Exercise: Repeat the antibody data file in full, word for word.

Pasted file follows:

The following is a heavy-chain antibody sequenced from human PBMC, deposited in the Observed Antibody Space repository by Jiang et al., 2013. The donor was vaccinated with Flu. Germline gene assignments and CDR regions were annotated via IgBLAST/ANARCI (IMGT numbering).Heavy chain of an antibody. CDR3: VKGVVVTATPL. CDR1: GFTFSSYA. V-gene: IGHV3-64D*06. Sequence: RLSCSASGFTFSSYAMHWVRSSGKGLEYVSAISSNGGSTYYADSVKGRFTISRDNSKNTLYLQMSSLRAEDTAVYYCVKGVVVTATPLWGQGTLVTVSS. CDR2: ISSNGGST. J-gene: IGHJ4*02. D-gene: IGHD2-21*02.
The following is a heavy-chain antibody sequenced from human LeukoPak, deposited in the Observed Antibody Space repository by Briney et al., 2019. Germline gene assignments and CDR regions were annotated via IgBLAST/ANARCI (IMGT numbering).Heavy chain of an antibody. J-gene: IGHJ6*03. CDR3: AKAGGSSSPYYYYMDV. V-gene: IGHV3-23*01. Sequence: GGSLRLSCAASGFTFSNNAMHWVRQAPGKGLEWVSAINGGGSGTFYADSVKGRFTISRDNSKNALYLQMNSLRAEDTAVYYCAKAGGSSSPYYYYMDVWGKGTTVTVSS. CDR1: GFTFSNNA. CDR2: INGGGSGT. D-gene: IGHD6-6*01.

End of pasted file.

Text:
The following is a heavy-chain antibody sequenced from human PBMC, deposited in the Observed Antibody Space repository by Jiang et al., 2013. The donor was vaccinated with Flu. Germline gene assignments and CDR regions were annotated via IgBLAST/ANARCI (IMGT numbering).Heavy chain of an antibody. CDR3: VKGVVVTATPL. CDR1: GFTFSSYA. V-gene: IGHV3-64D*06. Sequence: RLSCSASGFTFSSYAMHWVRSSGKGLEYVSAISSNGGSTYYADSVKGRFTISRDNSKNTLYLQMSSLRAEDTAVYYCVKGVVVTATPLWGQGTLVTVSS. CDR2: ISSNGGST. J-gene: IGHJ4*02. D-gene: IGHD2-21*02.
The following is a heavy-chain antibody sequenced from human LeukoPak, deposited in the Observed Antibody Space repository by Briney et al., 2019. Germline gene assignments and CDR regions were annotated via IgBLAST/ANARCI (IMGT numbering).Heavy chain of an antibody. J-gene: IGHJ6*03. CDR3: AKAGGSSSPYYYYMDV. V-gene: IGHV3-23*01. Sequence: GGSLRLSCAASGFTFSNNAMHWVRQAPGKGLEWVSAINGGGSGTFYADSVKGRFTISRDNSKNALYLQMNSLRAEDTAVYYCAKAGGSSSPYYYYMDVWGKGTTVTVSS. CDR1: GFTFSNNA. CDR2: INGGGSGT. D-gene: IGHD6-6*01.